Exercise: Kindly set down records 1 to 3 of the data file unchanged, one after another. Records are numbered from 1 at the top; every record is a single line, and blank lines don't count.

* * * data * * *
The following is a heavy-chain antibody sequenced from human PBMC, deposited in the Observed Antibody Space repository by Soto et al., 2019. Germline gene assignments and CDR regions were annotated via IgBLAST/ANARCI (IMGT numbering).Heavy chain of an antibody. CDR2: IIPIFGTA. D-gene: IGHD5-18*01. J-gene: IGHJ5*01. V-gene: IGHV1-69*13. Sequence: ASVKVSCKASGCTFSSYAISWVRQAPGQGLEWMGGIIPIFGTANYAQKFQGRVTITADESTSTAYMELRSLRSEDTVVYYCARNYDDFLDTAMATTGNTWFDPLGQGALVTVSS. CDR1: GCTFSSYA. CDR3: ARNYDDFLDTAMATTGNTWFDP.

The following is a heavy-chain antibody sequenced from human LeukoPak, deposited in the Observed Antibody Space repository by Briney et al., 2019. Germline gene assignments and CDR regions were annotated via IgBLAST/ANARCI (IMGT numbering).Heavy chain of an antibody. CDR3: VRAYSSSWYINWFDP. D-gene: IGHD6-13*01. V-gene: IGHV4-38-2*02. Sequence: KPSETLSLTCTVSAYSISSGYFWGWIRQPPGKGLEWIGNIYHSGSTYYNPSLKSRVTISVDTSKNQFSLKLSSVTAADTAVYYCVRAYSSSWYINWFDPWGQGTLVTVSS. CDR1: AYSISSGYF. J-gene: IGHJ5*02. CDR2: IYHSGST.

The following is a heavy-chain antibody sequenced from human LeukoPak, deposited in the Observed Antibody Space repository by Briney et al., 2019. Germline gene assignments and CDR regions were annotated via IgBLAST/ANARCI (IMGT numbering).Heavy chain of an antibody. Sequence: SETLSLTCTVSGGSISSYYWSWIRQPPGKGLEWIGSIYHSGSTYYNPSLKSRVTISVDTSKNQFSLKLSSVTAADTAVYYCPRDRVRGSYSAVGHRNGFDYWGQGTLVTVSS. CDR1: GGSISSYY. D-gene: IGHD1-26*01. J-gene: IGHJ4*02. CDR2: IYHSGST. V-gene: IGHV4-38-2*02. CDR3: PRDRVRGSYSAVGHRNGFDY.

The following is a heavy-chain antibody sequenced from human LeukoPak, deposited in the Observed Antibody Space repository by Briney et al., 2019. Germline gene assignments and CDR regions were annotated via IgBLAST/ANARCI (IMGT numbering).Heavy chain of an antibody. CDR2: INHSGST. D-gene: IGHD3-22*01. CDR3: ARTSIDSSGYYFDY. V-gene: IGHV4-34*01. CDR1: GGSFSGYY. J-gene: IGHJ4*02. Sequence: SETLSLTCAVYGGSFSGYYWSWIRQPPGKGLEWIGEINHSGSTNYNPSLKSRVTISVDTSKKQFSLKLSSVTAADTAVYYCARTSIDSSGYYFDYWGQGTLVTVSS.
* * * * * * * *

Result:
The following is a heavy-chain antibody sequenced from human PBMC, deposited in the Observed Antibody Space repository by Soto et al., 2019. Germline gene assignments and CDR regions were annotated via IgBLAST/ANARCI (IMGT numbering).Heavy chain of an antibody. CDR2: IIPIFGTA. D-gene: IGHD5-18*01. J-gene: IGHJ5*01. V-gene: IGHV1-69*13. Sequence: ASVKVSCKASGCTFSSYAISWVRQAPGQGLEWMGGIIPIFGTANYAQKFQGRVTITADESTSTAYMELRSLRSEDTVVYYCARNYDDFLDTAMATTGNTWFDPLGQGALVTVSS. CDR1: GCTFSSYA. CDR3: ARNYDDFLDTAMATTGNTWFDP.

The following is a heavy-chain antibody sequenced from human LeukoPak, deposited in the Observed Antibody Space repository by Briney et al., 2019. Germline gene assignments and CDR regions were annotated via IgBLAST/ANARCI (IMGT numbering).Heavy chain of an antibody. CDR3: VRAYSSSWYINWFDP. D-gene: IGHD6-13*01. V-gene: IGHV4-38-2*02. Sequence: KPSETLSLTCTVSAYSISSGYFWGWIRQPPGKGLEWIGNIYHSGSTYYNPSLKSRVTISVDTSKNQFSLKLSSVTAADTAVYYCVRAYSSSWYINWFDPWGQGTLVTVSS. CDR1: AYSISSGYF. J-gene: IGHJ5*02. CDR2: IYHSGST.

The following is a heavy-chain antibody sequenced from human LeukoPak, deposited in the Observed Antibody Space repository by Briney et al., 2019. Germline gene assignments and CDR regions were annotated via IgBLAST/ANARCI (IMGT numbering).Heavy chain of an antibody. Sequence: SETLSLTCTVSGGSISSYYWSWIRQPPGKGLEWIGSIYHSGSTYYNPSLKSRVTISVDTSKNQFSLKLSSVTAADTAVYYCPRDRVRGSYSAVGHRNGFDYWGQGTLVTVSS. CDR1: GGSISSYY. D-gene: IGHD1-26*01. J-gene: IGHJ4*02. CDR2: IYHSGST. V-gene: IGHV4-38-2*02. CDR3: PRDRVRGSYSAVGHRNGFDY.